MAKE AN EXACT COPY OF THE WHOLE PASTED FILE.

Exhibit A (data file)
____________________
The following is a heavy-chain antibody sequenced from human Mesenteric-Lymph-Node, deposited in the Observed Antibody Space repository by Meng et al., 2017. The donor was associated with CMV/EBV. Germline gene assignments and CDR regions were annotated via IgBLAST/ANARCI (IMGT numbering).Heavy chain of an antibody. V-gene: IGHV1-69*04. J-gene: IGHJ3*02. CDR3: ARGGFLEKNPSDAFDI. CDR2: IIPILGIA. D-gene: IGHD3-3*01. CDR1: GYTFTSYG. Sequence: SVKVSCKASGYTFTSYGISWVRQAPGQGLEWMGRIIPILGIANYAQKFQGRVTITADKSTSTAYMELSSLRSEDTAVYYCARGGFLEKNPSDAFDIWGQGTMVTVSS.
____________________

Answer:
The following is a heavy-chain antibody sequenced from human Mesenteric-Lymph-Node, deposited in the Observed Antibody Space repository by Meng et al., 2017. The donor was associated with CMV/EBV. Germline gene assignments and CDR regions were annotated via IgBLAST/ANARCI (IMGT numbering).Heavy chain of an antibody. V-gene: IGHV1-69*04. J-gene: IGHJ3*02. CDR3: ARGGFLEKNPSDAFDI. CDR2: IIPILGIA. D-gene: IGHD3-3*01. CDR1: GYTFTSYG. Sequence: SVKVSCKASGYTFTSYGISWVRQAPGQGLEWMGRIIPILGIANYAQKFQGRVTITADKSTSTAYMELSSLRSEDTAVYYCARGGFLEKNPSDAFDIWGQGTMVTVSS.